In London a focus on ridding the capital of prostitution, rather than a holistic focus on safety, has not had successful results. Sex workers have been displaced to less safe areas to work, they are reporting fewer crimes to police now than before, gangs increasingly see sex workers as more of an easy target because of the newly perceived breakdown in relations between the police and sex workers (Boff 2012), and prostitution, including street prostitution involving migrant women has increased (Eaves, 2013).
Exit schemes have not been shown to have had huge levels of success. Evidence instead suggests that a holistic approach of supporting sex workers – many of whom do at some point want to exit – by focusing on safety and access to services, rather than on exiting per se, has led to more sex workers leaving prostitution and more sex workers reporting crimes. Merseyside police worked more holistically with sex workers and service providers and this led to an increase in the number of women leaving sex work, with 95% of those they worked with quitting prostitution. Merseyside agencies also saw a 400% increase in sex workers willingly reporting violence to the police in the first 18 months of implementing the model and there was an 83% conviction rate for all cases going to court, compared to only one conviction achieved during the previous five years.
The lack of success of schemes in London and the success of the Merseyside scheme suggests that sex workers choose to exit when they feel supported, not when they are simply ordered to join an exit scheme.
Anti-Slavery International also concludes the criminalisation of the purchase of sex does not reduce trafficking.
4.7 Arguments are often presented, mainly by experts from Sweden, suggesting that criminalising the buying of sexual services of a person is a solution to trafficking for sexual exploitation. However, Anti-Slavery International has not been able to find robust enough evidence that any measures aimed at regulation of prostitution or criminalising the purchase of sexual services have any significant impact on reduction of trafficking.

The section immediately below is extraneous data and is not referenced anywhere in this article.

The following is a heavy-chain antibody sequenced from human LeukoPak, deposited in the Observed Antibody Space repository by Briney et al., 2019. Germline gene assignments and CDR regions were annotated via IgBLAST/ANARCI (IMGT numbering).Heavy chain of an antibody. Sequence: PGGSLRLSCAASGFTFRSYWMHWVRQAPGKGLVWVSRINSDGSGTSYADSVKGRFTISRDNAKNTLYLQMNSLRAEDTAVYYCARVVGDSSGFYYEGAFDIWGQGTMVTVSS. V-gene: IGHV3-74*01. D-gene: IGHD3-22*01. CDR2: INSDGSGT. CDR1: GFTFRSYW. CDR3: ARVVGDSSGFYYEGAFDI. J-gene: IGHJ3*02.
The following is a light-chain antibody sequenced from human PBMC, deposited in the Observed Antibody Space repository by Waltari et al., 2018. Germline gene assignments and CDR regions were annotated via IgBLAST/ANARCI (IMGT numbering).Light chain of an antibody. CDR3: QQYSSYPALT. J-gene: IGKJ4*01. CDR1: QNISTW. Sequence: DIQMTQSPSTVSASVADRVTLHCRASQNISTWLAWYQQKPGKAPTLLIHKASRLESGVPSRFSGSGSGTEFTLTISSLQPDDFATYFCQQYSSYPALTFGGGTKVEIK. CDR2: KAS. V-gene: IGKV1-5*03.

4.8. The Swedish National Council for Crime Prevention found no evidence that after a decade in place, the Swedish law criminalising the buying of sex had any significant impact on decreasing trafficking for sexual exploitation in Sweden. In fact, evidence had previously been presented to show one of the effect was to drive the problem underground and into the realm of modern information technologies, such as the internet and mobile phone technology.” The number of women involved in the online sex market is often higher than, for example, the number of women working for trafficking networks engaged in street prostitution…..In most Swedish cases, the contacts between clients and organisers or the woman or girl take place when the clients send e-mail or call a phone number in the ad.” 7
There is much evidence that shows the Swedish model is a failure and with no harm reduction being practised is social cleansing. More information on these issues and the case for decriminalisation can be found on this page.
*Kent Police told us that “an individual arrested and charged could be counted more than once (i.e. if arrested in more than 1 year)”.